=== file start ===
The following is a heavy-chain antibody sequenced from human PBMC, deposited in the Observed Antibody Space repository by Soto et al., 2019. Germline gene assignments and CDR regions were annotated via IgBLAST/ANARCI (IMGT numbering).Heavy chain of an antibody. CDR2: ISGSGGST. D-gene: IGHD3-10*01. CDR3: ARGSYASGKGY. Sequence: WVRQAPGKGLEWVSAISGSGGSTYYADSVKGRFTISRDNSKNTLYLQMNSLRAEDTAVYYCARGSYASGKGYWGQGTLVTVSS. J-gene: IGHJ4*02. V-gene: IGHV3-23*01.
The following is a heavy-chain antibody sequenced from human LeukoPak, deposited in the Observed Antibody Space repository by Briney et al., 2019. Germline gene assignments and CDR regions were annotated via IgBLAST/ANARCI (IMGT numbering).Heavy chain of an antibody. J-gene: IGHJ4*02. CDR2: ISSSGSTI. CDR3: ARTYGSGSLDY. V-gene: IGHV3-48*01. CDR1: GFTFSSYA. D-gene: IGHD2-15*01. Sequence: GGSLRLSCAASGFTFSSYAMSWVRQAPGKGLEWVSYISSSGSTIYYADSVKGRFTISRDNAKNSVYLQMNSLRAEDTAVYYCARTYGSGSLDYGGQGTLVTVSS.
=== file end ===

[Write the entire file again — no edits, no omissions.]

The following is a heavy-chain antibody sequenced from human PBMC, deposited in the Observed Antibody Space repository by Soto et al., 2019. Germline gene assignments and CDR regions were annotated via IgBLAST/ANARCI (IMGT numbering).Heavy chain of an antibody. CDR2: ISGSGGST. D-gene: IGHD3-10*01. CDR3: ARGSYASGKGY. Sequence: WVRQAPGKGLEWVSAISGSGGSTYYADSVKGRFTISRDNSKNTLYLQMNSLRAEDTAVYYCARGSYASGKGYWGQGTLVTVSS. J-gene: IGHJ4*02. V-gene: IGHV3-23*01.
The following is a heavy-chain antibody sequenced from human LeukoPak, deposited in the Observed Antibody Space repository by Briney et al., 2019. Germline gene assignments and CDR regions were annotated via IgBLAST/ANARCI (IMGT numbering).Heavy chain of an antibody. J-gene: IGHJ4*02. CDR2: ISSSGSTI. CDR3: ARTYGSGSLDY. V-gene: IGHV3-48*01. CDR1: GFTFSSYA. D-gene: IGHD2-15*01. Sequence: GGSLRLSCAASGFTFSSYAMSWVRQAPGKGLEWVSYISSSGSTIYYADSVKGRFTISRDNAKNSVYLQMNSLRAEDTAVYYCARTYGSGSLDYGGQGTLVTVSS.